Why I’m Done Blacksplaining Racism To Gay White Men
I’m not having this conversation again. It always seems to go the same way.
Uh-uh. Ooh-ooh. Look out. Here it comes… again. Yup, here we go again. I’m sitting across from another gay white male, and he’s telling me how good I have it.
“You know, black guys really are the luckiest gay guys,” Marcelo says. “They’re the only ones who can walk into any bar, any club, and get pretty much any guy they want.”
Um, oh… what? I can’t believe my ears. Marcelo is from Spain, a country where white-on-black racism might not be as pronounced as it is in much of the English-speaking world. But can he really be so ignorant about what black men — black people — go through on a daily basis in a world where white is considered supreme? Despite what gay guys on Grindr and Scruff seem to think, life is not a pick-up joint. It’s not all about scoring. Just because you can get laid doesn’t mean all of life’s problems just vanish.
“You’re really simplifying the black experience,” I tell him. “But even if we’re talking strictly sex, no, black men are not the luckiest gays in the world. And no, we cannot have anyone we want.”
I proceed to relive my first 15 years as an out of the closet gay black man in New York City. It’s been 11 years since I left the U.S., but I’ve been told it’s same old, same old, which is hardly surprising given the current political climate. When I was living, working, and going out in New York City, I was basically invisible. The majority of the men I encountered in bars and clubs— white, black, Asian, whatever — were looking to hook up with white guys.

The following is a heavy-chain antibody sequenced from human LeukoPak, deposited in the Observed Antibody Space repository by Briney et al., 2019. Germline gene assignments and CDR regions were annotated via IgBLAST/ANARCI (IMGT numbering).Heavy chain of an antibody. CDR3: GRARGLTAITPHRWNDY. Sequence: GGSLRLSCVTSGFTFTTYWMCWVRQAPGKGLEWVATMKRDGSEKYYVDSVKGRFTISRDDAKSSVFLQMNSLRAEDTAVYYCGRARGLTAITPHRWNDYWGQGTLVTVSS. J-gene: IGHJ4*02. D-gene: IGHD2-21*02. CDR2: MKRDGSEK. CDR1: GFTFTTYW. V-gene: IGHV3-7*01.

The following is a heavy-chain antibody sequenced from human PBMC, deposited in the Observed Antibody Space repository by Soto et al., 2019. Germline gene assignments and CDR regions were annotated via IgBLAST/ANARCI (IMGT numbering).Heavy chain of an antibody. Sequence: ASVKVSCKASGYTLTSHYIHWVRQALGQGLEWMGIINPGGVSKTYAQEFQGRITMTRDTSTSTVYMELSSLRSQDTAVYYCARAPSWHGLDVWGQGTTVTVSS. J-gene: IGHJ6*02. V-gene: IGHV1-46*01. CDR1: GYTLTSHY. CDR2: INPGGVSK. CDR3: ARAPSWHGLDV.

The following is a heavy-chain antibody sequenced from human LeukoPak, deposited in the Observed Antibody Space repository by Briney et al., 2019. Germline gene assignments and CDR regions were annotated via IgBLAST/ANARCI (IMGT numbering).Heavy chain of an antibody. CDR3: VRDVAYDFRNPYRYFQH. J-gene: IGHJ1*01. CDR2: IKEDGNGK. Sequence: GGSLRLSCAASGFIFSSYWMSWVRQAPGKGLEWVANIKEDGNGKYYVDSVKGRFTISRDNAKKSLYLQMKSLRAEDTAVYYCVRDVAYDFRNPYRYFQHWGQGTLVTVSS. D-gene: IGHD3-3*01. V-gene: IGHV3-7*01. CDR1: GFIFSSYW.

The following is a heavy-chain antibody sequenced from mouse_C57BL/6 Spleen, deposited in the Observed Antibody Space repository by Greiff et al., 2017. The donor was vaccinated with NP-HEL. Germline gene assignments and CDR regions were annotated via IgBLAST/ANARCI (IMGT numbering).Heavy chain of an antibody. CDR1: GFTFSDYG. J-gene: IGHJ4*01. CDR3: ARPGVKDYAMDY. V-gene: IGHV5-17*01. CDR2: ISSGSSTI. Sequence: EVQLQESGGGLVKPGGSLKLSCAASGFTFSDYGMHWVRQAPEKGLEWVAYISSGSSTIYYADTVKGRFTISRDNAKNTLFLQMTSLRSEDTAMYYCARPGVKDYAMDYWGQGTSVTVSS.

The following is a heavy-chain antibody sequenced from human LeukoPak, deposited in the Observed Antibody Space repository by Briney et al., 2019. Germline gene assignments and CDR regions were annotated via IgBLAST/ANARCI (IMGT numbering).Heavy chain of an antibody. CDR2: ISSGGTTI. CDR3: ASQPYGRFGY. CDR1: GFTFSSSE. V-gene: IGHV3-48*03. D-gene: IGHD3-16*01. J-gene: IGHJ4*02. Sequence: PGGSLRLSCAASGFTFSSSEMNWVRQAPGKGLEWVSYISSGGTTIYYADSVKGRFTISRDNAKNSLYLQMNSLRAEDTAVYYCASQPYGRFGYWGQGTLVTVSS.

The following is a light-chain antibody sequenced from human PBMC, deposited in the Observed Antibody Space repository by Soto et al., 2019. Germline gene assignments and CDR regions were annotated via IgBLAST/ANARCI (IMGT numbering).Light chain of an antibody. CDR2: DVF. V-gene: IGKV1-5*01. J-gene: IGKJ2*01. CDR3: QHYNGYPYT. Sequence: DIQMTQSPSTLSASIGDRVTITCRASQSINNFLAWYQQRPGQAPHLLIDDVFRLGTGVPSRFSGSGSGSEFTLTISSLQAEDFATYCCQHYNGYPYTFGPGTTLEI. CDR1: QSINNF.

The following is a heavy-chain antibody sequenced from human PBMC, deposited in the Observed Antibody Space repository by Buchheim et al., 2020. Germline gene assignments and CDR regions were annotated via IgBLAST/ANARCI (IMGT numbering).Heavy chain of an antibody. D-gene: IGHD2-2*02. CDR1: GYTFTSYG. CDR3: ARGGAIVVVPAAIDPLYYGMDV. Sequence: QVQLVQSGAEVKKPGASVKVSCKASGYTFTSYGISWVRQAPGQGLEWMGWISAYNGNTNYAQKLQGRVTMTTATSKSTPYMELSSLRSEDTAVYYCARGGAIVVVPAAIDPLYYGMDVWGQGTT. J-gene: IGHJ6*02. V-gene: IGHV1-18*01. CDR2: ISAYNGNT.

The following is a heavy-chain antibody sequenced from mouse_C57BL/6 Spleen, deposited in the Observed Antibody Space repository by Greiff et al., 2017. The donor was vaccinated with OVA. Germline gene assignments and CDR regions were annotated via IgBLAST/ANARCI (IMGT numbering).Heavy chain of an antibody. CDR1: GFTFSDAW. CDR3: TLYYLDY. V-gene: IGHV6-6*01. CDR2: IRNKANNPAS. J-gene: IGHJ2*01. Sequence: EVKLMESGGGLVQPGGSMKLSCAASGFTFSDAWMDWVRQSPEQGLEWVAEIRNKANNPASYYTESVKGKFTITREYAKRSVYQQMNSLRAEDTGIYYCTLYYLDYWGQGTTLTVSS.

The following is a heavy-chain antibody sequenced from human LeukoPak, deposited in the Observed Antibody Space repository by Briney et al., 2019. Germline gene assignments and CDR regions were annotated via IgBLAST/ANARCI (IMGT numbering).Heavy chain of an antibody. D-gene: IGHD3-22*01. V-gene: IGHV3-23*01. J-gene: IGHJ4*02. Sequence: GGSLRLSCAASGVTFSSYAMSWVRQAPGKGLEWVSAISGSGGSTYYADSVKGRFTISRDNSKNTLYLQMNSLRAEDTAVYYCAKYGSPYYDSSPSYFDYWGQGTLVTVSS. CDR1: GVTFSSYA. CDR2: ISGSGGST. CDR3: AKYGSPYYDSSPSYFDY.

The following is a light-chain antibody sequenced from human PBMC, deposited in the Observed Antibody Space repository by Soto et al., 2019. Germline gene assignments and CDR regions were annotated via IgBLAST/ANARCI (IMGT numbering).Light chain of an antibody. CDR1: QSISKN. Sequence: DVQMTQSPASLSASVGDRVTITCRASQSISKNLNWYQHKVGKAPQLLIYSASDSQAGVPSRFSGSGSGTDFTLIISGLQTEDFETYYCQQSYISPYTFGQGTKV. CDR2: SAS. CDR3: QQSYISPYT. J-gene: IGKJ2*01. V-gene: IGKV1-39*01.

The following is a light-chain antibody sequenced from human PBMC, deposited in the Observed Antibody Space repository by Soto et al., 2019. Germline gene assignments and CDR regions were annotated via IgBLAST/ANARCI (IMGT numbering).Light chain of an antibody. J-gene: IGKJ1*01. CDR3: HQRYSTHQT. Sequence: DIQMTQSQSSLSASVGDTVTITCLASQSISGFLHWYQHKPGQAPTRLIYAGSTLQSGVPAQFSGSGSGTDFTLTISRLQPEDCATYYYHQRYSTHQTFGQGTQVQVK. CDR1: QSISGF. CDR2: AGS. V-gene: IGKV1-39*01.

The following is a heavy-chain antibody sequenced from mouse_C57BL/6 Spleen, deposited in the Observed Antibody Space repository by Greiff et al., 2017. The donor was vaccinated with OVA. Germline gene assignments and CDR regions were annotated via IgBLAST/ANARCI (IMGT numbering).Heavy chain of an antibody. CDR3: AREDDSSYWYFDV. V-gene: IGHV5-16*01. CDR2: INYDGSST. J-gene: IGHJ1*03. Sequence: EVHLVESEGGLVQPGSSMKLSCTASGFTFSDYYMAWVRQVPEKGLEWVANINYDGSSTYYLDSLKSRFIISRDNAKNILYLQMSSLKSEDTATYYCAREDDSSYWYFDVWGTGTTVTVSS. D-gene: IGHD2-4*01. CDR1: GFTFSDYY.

My best friend was tall, blue-eyed, gorgeous, and white. Guys practically ran me over to get to him. If I ever got any attention, it was usually from so-called chocolate queens, white guys who only dated black men. Their attraction to me was less about me than it was about them.
When I started travelling to Europe, things started changing. For the first time in my life, I received attention from an assortment of men of various colors and age groups. I couldn’t have anyone I wanted, but I no longer felt like everyone was looking past me.
In 2006, I moved to Buenos Aires, and it was like I had fallen through the looking glass. Everywhere I went, drop dead gorgeous men were pursuing me. It didn’t take me long to realize that they were driven more by curiosity than by pure lust.
“Is it true what they say about black men?” I heard it so many times I used it as the title of my first book.
It’s been similar for me in most of the places where I’ve lived since then: Australia, Thailand, even in South Africa. Despite the significant black population in Cape Town, the gay scene there is so segregated that many white South Africans have never tasted chocolate — to use an overused food metaphor that actually makes my skin crawl.
“So yes, in a sense, I don’t have any trouble scoring outside of the United States,” I explain to Marcelo after giving him some background. “If you only care about sex, I suppose you can call that ‘lucky.’
“But it’s not like a lot of these guys are going to be interested in me for anything besides my presumed big black cock. Most of them would never date me.”